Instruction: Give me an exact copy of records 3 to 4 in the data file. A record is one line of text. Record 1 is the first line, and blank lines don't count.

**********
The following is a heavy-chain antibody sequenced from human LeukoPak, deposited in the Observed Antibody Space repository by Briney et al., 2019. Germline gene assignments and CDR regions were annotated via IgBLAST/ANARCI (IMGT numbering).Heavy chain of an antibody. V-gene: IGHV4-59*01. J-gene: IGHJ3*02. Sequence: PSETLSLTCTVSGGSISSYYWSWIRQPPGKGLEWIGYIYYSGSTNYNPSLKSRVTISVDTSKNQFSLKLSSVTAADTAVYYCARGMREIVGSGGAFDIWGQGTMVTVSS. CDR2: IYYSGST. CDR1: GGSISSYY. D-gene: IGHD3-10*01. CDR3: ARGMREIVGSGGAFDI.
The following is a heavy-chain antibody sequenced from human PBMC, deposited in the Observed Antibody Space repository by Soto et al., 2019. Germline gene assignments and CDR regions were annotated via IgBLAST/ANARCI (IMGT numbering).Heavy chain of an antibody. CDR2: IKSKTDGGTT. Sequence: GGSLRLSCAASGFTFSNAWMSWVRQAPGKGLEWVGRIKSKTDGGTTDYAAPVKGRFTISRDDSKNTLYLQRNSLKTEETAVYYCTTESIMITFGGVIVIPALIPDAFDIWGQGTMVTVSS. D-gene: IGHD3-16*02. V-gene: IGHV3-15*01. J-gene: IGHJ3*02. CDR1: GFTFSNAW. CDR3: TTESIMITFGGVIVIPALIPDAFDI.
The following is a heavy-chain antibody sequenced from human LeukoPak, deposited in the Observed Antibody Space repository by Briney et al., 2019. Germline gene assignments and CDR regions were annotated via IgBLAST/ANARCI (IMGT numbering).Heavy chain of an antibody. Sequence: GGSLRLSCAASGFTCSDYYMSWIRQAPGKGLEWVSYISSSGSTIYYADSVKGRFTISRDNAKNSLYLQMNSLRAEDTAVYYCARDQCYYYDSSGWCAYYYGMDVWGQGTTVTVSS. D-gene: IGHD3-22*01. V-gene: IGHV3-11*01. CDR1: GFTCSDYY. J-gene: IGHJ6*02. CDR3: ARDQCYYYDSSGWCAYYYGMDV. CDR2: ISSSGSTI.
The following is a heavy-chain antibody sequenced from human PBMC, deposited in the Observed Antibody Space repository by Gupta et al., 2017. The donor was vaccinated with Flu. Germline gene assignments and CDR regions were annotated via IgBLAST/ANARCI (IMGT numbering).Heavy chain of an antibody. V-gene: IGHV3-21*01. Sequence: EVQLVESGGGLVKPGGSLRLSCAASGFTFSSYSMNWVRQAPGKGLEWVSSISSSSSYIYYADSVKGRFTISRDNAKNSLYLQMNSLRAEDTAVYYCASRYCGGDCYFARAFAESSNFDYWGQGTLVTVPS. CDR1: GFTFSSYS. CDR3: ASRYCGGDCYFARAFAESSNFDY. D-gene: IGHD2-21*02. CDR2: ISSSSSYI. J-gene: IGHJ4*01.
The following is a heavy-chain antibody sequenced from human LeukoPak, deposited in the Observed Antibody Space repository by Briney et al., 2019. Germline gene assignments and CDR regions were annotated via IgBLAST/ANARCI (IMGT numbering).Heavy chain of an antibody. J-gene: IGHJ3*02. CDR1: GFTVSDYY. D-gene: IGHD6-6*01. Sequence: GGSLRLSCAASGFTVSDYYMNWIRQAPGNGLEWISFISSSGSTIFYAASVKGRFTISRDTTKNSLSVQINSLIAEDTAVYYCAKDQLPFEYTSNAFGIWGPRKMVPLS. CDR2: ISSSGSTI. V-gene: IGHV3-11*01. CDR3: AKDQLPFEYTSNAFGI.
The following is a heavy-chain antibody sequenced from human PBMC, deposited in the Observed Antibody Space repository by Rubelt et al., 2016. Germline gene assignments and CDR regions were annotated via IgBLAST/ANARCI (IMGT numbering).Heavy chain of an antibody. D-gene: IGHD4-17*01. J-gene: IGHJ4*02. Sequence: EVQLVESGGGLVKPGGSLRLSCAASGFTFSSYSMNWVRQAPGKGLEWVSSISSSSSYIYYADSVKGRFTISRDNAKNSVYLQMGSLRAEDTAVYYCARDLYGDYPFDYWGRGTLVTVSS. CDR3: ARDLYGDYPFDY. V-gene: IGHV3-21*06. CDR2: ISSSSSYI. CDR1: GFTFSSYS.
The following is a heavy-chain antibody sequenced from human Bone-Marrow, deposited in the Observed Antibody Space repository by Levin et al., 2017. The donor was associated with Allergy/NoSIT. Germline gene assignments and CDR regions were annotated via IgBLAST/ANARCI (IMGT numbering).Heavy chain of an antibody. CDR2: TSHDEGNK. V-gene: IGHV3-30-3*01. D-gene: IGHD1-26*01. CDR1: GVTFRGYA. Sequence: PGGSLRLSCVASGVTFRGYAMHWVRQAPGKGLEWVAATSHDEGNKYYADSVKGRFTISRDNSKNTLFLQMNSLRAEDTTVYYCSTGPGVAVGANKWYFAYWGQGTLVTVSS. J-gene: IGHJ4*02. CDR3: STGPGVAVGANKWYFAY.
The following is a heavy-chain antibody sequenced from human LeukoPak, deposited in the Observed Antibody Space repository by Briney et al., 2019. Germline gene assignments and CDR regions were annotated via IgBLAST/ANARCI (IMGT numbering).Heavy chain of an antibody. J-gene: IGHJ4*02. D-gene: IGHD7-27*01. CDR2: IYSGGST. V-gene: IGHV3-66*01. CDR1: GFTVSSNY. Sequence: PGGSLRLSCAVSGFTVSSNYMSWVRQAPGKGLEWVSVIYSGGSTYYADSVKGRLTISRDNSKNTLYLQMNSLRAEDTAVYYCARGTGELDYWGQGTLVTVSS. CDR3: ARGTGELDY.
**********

The following is a heavy-chain antibody sequenced from human LeukoPak, deposited in the Observed Antibody Space repository by Briney et al., 2019. Germline gene assignments and CDR regions were annotated via IgBLAST/ANARCI (IMGT numbering).Heavy chain of an antibody. Sequence: GGSLRLSCAASGFTCSDYYMSWIRQAPGKGLEWVSYISSSGSTIYYADSVKGRFTISRDNAKNSLYLQMNSLRAEDTAVYYCARDQCYYYDSSGWCAYYYGMDVWGQGTTVTVSS. D-gene: IGHD3-22*01. V-gene: IGHV3-11*01. CDR1: GFTCSDYY. J-gene: IGHJ6*02. CDR3: ARDQCYYYDSSGWCAYYYGMDV. CDR2: ISSSGSTI.
The following is a heavy-chain antibody sequenced from human PBMC, deposited in the Observed Antibody Space repository by Gupta et al., 2017. The donor was vaccinated with Flu. Germline gene assignments and CDR regions were annotated via IgBLAST/ANARCI (IMGT numbering).Heavy chain of an antibody. V-gene: IGHV3-21*01. Sequence: EVQLVESGGGLVKPGGSLRLSCAASGFTFSSYSMNWVRQAPGKGLEWVSSISSSSSYIYYADSVKGRFTISRDNAKNSLYLQMNSLRAEDTAVYYCASRYCGGDCYFARAFAESSNFDYWGQGTLVTVPS. CDR1: GFTFSSYS. CDR3: ASRYCGGDCYFARAFAESSNFDY. D-gene: IGHD2-21*02. CDR2: ISSSSSYI. J-gene: IGHJ4*01.